Sensory analysis of the grains

Consumer acceptance of a variety of rice is driven initially by the physical appearance of the grains (Fitzgerald et al. 2009), and further cemented by, first, the cooking and second, the eating quality of rice (Cramer et al. 1993). Characteristics of cooking rice that are important to consumers are (i) the aromas generated by the processes of cooking rice, for example the sweet and floral aromas emitted when jasmine rice is cooking; (ii) cooking time; and (iii) the appearance of the cooked rice when ready for serving and eating (Bett-Garber et al. 2012). Eating quality describes the aroma, flavour, taste and texture of the rice in the mouth (Fitzgerald et al. 2009). Differences in the aroma of Apo and IR64 during and after cooking are likely to explain much of the differences in consumer acceptance of the two varieties. The aroma of IR64 grains has previously been evaluated as being high in sweet taste, and low in astringent and water-like metallic attributes, whereas Apo was described as high in sewer/animal, water-like metallic, astringent and sour/silage and low in sweet taste (Champagne et al. 2010). In that study, the rice had been grown in irrigated conditions in the same country as the rice evaluated in the present research, but 4 years earlier than this study, and in a different province. The results presented here for the samples from irrigated treatments accord well with those of the previous study. In addition, we found high levels of hay-like/musty flavours in Apo that were not previously reported by Champagne et al. (2010). Slight differences between our results with those of previous reports may derive from the harvest and storage conditions of the samples tested, but in general, the aromatic qualities of each variety are reproducible.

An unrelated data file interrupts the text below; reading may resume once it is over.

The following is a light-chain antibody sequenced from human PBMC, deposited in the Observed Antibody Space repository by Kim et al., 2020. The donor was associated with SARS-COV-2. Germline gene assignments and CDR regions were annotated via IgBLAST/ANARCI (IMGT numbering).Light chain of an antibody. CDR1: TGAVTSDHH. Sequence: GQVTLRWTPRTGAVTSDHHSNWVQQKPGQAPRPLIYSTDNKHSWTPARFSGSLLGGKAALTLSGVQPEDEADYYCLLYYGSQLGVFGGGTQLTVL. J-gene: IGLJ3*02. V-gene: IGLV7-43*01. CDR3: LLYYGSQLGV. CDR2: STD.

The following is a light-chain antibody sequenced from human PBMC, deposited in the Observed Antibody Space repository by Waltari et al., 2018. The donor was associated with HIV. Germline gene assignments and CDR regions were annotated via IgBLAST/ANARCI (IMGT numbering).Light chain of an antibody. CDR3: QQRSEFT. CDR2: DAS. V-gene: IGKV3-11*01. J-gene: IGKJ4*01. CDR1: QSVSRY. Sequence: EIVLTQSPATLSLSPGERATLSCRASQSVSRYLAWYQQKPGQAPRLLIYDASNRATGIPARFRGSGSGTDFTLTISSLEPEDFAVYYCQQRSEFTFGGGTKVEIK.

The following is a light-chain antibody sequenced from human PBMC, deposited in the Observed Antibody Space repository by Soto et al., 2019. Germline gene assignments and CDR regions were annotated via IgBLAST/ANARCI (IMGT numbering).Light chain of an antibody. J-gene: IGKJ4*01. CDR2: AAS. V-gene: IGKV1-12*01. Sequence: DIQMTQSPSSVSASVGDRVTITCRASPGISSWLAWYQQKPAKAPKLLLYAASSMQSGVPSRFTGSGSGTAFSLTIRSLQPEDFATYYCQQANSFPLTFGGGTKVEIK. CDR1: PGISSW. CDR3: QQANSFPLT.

Sensory analysis and the volatile profile of IR64 were both affected by the drought treatment. Biochemical changes in the grain may explain much of this, either due to changes in gene expression in the grain, or changes to the regulation of source-sink transport from the plant to the grain. In IR64 grains from the drought treatment, sweetness was decreased and a water-like metallic flavour was detected which was absent in grains from the irrigated treatment. Though we cannot demonstrate the role of the underlying metabolic processes in this study, we have linked the stress caused by drought to changes in the metabolite pattern, and therefore the flavour profile of IR64. Samples of Apo from both irrigated and drought fields were indistinguishable in their characterisation by water-like metallic, sewer/animal, and hay-like/musty aromas at high levels. One previous study has investigated the effect of drainage on the sensory aroma of rice and the variety used in that study showed no difference in flavour/aroma compounds (Champagne et al. 2005). Our data suggest that a response to moisture stress in the metabolomic profile of the grain is variety dependent, as is often observed in crops e.g., fruit response to water stress that is cultivar dependent (Giné Bordonaba and Terry 2010). Understanding different varietal responses and determining the basis of stress response is important in developing climate-ready varieties.